The development of additional teaching and research facilities for the School of Engineering through the financial support of both the University and the Department of Higher Education and Training resulted in the construction of the new Engineering 3 Building and parkade on the Hatfield Campus. This development provides additional lecture halls, laboratories, a new access road and entrance, and a parkade for 1 000 cars.
A further development, which forms a vital part of the School’s strategy to increase the success of engineering students, is the construction of a study centre, to be officially opened on 31 October. This study centre will provide facilities to support learning, especially group work.
Such a facility became a necessity due to the complexity of the students’ lecture timetable and their changing demographic profile. There are many students who live far from the campus and travel great distances on a daily basis, and who do not have adequate facilities for study or group work at their homes or on campus.
The development of the study centre, situated immediately west of the Engineering 1 Building, was financially supported by Glencore-Xstrata and the Anglo-American Chairman’s Fund. Additional sponsorships were received from CBI Electric (electrical components) and PCC Cement (cement). The contract for the project was allocated to Robenco Construction. It accommodates 758 students in the following configurations on two levels: On level 3, there are 252 individual workstations accessible to students on a first-come-first-served basis. There are 30 conceive, design, implement and operate (CDIO)-type venues where groups of seven students can work in a private cubicle equipped with a table and a flat screen monitor. These venues are reserved through a computerised booking system. On level 4, there are 296 cubicle seats without workstations.
The study centre is situated at the University’s previous entrance off University Road at the Engineering 2 Building, which was closed when the new entrance to the parkade was constructed. A new “drop-off-and-go facility” has been constructed at the old entrance, which is convenient for dropping off or picking up students in a safe environment adjacent to the study centre.
Unique landscaping project
A unique landscaping project also forms part of the new study centre. The site of the study centre consisted of a degraded space of impervious surfaces and roads older than 60 years resulting in very poor soil conditions. As the new building has a large roof, it placed considerable pressure on the existing overloaded stormwater infrastructure. The space also needed to address the requirements of an increasing number of students at the University.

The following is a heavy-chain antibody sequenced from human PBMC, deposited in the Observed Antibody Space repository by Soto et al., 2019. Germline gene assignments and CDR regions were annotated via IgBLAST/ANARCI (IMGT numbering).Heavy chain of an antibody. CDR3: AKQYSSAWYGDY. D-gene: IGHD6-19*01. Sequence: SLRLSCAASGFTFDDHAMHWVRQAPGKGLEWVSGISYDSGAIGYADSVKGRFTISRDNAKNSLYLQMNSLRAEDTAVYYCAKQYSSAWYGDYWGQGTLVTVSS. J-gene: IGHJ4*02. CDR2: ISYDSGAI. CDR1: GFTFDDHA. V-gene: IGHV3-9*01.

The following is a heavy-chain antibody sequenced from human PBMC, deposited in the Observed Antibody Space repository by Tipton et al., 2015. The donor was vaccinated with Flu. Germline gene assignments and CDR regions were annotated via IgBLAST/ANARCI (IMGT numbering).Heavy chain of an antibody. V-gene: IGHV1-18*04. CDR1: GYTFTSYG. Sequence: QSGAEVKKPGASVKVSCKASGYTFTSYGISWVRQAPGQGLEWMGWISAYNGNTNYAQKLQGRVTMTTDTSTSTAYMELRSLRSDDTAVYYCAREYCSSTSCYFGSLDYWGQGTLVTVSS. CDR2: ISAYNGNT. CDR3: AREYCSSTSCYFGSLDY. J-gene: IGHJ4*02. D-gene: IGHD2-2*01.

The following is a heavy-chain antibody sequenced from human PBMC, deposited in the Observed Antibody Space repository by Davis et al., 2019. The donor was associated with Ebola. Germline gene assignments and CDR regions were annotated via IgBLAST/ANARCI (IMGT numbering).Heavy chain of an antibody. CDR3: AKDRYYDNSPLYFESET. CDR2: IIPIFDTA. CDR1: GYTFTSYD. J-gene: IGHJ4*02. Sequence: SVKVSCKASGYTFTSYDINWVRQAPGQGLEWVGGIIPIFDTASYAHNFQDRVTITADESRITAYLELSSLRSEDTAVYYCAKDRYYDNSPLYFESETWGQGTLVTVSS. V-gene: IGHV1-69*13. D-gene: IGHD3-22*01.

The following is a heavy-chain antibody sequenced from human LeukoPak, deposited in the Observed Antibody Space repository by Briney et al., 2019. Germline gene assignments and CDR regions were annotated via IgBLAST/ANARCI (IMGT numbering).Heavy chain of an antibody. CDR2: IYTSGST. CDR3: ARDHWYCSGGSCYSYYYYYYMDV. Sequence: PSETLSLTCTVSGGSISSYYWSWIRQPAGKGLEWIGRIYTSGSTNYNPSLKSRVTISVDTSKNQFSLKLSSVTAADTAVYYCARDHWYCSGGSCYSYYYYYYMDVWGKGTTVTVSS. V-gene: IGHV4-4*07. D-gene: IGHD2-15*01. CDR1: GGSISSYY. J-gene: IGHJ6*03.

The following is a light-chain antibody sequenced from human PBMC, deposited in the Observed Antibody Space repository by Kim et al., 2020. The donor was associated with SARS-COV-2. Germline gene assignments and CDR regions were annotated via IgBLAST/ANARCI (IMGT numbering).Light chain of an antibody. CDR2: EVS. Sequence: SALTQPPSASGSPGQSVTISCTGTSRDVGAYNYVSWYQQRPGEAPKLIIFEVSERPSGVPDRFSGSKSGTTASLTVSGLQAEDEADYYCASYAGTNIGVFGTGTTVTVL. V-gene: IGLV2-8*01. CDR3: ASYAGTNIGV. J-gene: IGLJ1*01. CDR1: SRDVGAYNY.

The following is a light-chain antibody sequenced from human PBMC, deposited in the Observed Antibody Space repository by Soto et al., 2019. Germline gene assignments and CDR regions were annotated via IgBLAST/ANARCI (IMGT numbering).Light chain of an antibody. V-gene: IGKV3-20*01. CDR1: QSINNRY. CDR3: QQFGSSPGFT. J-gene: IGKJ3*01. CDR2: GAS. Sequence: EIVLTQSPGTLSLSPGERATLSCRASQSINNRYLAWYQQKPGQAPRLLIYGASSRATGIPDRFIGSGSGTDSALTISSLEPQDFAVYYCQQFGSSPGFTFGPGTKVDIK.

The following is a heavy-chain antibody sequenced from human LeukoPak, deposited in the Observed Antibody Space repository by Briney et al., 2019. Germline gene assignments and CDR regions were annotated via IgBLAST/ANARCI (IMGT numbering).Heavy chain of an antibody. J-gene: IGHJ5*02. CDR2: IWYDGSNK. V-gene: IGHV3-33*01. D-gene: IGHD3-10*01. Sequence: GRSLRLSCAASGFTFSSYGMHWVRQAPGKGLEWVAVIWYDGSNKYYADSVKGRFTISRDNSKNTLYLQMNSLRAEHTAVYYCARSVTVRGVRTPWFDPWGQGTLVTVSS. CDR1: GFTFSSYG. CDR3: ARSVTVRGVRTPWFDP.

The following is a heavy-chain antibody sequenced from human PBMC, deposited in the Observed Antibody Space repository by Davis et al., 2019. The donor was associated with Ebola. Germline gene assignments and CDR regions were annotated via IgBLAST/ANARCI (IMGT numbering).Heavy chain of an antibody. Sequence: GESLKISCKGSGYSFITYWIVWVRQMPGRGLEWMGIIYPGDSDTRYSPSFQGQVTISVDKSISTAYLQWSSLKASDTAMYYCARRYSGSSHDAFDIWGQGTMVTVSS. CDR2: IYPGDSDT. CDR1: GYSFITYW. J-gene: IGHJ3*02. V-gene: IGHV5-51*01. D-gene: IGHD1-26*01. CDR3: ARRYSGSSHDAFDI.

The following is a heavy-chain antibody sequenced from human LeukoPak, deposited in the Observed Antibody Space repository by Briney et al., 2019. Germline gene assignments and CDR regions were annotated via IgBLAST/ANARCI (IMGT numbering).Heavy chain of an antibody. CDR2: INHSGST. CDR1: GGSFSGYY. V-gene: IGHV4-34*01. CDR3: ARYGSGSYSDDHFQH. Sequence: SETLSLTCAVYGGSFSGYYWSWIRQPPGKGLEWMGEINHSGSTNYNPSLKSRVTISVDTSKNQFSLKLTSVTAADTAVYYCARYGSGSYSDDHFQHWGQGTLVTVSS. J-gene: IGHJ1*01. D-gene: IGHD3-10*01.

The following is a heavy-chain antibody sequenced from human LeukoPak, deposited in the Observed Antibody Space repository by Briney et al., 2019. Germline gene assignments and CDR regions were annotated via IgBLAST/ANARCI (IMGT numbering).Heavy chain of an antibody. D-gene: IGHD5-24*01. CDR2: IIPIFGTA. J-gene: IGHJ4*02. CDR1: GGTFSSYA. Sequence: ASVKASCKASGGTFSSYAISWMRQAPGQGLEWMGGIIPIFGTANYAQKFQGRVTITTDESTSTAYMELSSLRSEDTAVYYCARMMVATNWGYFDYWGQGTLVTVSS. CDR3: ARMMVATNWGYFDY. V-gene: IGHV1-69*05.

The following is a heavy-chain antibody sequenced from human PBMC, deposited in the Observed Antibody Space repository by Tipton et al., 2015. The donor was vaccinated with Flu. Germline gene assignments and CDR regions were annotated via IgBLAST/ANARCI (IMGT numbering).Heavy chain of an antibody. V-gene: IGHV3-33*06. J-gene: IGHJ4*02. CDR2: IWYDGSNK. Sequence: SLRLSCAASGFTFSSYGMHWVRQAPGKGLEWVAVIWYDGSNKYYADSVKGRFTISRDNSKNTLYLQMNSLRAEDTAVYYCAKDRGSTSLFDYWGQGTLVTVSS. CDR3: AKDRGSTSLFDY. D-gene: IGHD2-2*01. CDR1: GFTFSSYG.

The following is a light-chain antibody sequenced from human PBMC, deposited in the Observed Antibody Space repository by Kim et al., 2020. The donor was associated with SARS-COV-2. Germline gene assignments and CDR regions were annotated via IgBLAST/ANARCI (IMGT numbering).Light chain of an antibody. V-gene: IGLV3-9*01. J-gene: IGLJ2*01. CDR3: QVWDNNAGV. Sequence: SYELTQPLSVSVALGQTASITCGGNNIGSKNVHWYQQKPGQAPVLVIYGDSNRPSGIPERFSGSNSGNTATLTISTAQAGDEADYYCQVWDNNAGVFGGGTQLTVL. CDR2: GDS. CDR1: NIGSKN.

The landscaping project revolves around the collection of stormwater from the roof of the study centre and surrounding hard surfaces into vegetated swales. From there, the cleansed water flows into a permanent pond with overflow into tidal ponds. The latter have been designed to flood in the rainy seasons and to be partially dry during the dry seasons. The overflow from these ponds flows into a tank under the staircase on the western side of the study centre. This water is to be used for irrigating the botanical garden. A total of 145 aquatic and terrestrial plant species have been used in the spaces in and around the system.
As a suitable microclimate has been created, the University's tropical African cycad collection has been transplanted into the rain garden. The site has a number of existing trees protected by South African legislation, all of which have been incorporated into the design. The landscape design showcases the progressive nature of the various professions involved, and is an example of a functional, cultural and aesthetic landscape. It is designed to be a living laboratory for research purposes.
Demolished building materials have been recycled as permeable paving, cladding for walls in the ponds, and energy breakers for the stormwater entering the system. The landscape’s lighting has been reduced to a minimum so that it does not interfere with the natural day-night cycles of the plants, frogs and fish, which would be introduced into the system for ecological purposes and research.
This is the University’s first project that truly merges landscape and building and is one of only a few buildings in the world where a rain garden system has been integrated with a building.
The new study centre from another angle.
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